Chris Evans Goes Off The Rails On Snowpiercer's Crazy Train. And It Is Glorious.

Snowpiercer.
Director: Bong Joon-ho.
Writer: Bong Joon-ho, Kelly Masterson, Jacques Lob, Benjamin Legrand and Jean-Marc Rochette.
Cast: Chris Evans, Kang-ho Song, Ed Harris, John Hurt, Tilda Swinton, Jamie Bell, Octavia Spencer, Ewen Bremner, Ah-sung Ko, Alison Pill.
Studio: Radius-TWC.

Released at a time when a heavy handful of summer blockbusters are built on idiocy and loud noises, Snowpiercer chugs along merrily with non-stop entertainment and crazy fun, from the first scene to the explosive finale.

Here's the plot: In 2014, the world tried to fight global warming with a gas called CW-7 designed to cool down the place. It failed — miserably — and turned the planet into one giant ice cube. We fought nature and nature won.

Jump forward 17 years and the world’s only survivors live in a colossal, self-sustained locomotive called the Rattling Ark. The front is sharper than a knife and can slice through anything nature throws in its path. Many of the cars are extravagant and fancy — hair salons, clubs, aquariums, classrooms and exotic rooms that make you forget the outside world is no longer a possibility. The Rattling Ark takes a full year to go around the Earth, and there are several landmarks to let the people know when it’s Christmas, a New Year's Eve, and so on. It's the perfect vessel for survival.

Except it's not: The train's conductor, played by Ed Harris, is an evil sonofabitch whose brain runs on the wrong side of the tracks. He built his own class system, where the rich are segregated from the poor. His train, his rules: The rich get all of the food, sex, pampering, drugs and pleasure on the many lush cars, and the poor are cramped into one car with only one kind of food (protein bars made of crushed and blended cockroaches, with no salt or lime). The poor's only hope for survival is to obey, and when they violate the rules, an arm or foot is held out of the train until it freezes. Then it's smashed in front of their eyes as others look on in horror. That's no way to live, which means it's time for a revolt and time for the lower classes to move toward to the front.

Now, we have a movie.

The revolt is lead by Curtis, played by Captain America himself, Chris Evans. Curtis is 34 and has lived on the Rattling Ark for half his life. This is a man whose life's throttle has been set to idle. He can't remember what it was like being on Earth. He's exhausted and ready to take control of the train's engine. He doesn't consider himself a hero, but acknowledges that there needs to be someone crazy enough to push things forward.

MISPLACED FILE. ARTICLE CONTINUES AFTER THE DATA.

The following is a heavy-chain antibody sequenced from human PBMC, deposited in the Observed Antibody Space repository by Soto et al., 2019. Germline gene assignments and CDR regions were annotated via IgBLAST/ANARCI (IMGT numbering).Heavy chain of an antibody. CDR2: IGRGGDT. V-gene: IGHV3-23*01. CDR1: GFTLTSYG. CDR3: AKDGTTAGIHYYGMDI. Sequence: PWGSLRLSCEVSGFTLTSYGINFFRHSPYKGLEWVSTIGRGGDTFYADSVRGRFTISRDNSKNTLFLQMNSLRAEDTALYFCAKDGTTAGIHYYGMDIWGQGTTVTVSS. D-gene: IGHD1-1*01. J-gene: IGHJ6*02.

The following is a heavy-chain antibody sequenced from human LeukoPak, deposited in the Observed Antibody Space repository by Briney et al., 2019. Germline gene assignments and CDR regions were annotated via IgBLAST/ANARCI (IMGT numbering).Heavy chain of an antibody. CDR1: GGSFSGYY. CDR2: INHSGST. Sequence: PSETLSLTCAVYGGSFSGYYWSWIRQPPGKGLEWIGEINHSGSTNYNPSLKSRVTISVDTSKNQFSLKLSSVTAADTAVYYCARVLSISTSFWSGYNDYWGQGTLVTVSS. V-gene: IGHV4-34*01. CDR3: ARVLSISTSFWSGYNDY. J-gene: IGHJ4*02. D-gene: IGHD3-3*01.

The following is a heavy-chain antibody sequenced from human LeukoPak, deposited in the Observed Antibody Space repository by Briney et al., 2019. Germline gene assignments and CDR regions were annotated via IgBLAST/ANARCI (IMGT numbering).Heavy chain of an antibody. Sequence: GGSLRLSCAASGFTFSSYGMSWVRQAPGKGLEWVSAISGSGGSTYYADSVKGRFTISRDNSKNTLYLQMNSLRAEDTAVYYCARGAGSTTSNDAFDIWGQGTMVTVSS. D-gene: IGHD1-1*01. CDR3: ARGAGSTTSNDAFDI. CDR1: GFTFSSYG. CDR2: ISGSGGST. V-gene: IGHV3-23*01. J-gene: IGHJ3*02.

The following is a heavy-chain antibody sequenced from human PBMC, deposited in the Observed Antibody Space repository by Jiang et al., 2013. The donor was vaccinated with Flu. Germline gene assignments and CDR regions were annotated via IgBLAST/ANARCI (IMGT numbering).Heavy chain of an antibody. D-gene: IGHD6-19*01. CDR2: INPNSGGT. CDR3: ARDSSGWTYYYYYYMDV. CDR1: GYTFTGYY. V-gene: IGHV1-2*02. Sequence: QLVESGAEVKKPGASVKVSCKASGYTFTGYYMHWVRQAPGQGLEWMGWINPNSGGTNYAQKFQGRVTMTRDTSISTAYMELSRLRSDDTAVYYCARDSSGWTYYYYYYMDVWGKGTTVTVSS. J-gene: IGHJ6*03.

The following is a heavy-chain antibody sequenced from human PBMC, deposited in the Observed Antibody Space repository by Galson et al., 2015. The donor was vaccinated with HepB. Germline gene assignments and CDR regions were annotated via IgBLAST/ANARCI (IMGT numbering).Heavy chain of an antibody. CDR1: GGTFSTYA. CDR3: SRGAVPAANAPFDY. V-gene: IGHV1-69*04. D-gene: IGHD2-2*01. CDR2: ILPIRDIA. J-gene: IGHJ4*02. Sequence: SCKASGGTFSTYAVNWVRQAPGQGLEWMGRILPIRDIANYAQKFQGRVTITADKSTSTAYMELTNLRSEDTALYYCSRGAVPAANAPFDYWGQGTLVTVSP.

Just as Curtis is the perfect person to lead the revolt, Evans is the ideal man to lead this movie. He greases patience with grace, and, when it's time, he can make an ax-to-the-face look good.

Another major character in Snowpiercer is Mason, played by Tilda Swinton. Her unrivaled performance towers over the train itself: This woman is an unstoppable force of nature; she could do nothing and make doing nothing look captivating. We have no idea how old Mason is — only that she's ancient — and her pale skin is wrinkled like a raisin and her teeth are rotted. She's mean old woman, and she compares the poor to a shoe. This is someone who has never known struggle — only punishment. Expect Swinton to get recognition as Mason come Oscar time.

And, really, just expect great things from Snowpiercer in general. The rest of the cast solid, too, rounded off with Jamie Bell (Billy Elliot), Allison Pill (Scott Pilgrim vs. the World), Harris (Apollo 13), John Hurt (Alien), Ewen Bremner (Trainspotting), Kang-ho Song (The Host) and Octavia Spencer (The Help). It should be noted: Song and Spencer command their limited (but great) screen time; these are two actors that always take charge in their own special way.

Now, granted, a film of this large a scale doesn't come without flaws. We don’t know how the Earth's remaining survivors were collected and put on the train — how did they find the train? was there a call to action? — and there's never clear indication why the train's conductor is such a dick. Also, let's be honest here, Chris Evans is more handsome in rags than any of the privileged on the train, and there's no denying that, in real life, he'd be up at the front, partying and jawing it up with any woman he wants. How he got the short end of the stick, I don't know. Maybe this is mentioned in the French graphic novel, Le Transperceneige, upon which the film was based, but it would have only favored the story to mention it at some point in the film. These are but small and easily dismissed nitpicks, though — and ones that are redeemed with aggressive action and breathtaking set-pieces.

Snowpiercer marks Bong Joon-ho’s (The Host) first American film, and it should not be his last. Here's a filmmaker who understands monsters (big and small), as well as struggle. There's certainly a lot to be said about the social commentary in this film, too. Joon-ho built Snowpiercer like a Hollywood blockbuster — the enormous ensemble, the epic story and the really damn gorgeous backdrops — but the film packs more of an emotional punch than all popcorn cinema you'll see this year.

Snowpiercer is a beautiful, haunting and bizarre post-apocalyptic magnum opus. It's impressive and pretty amazing.

This, folks, is how you make a film.

Snowpiercer opens tomorrow at the Angelika and the Alamo Drafthouse.

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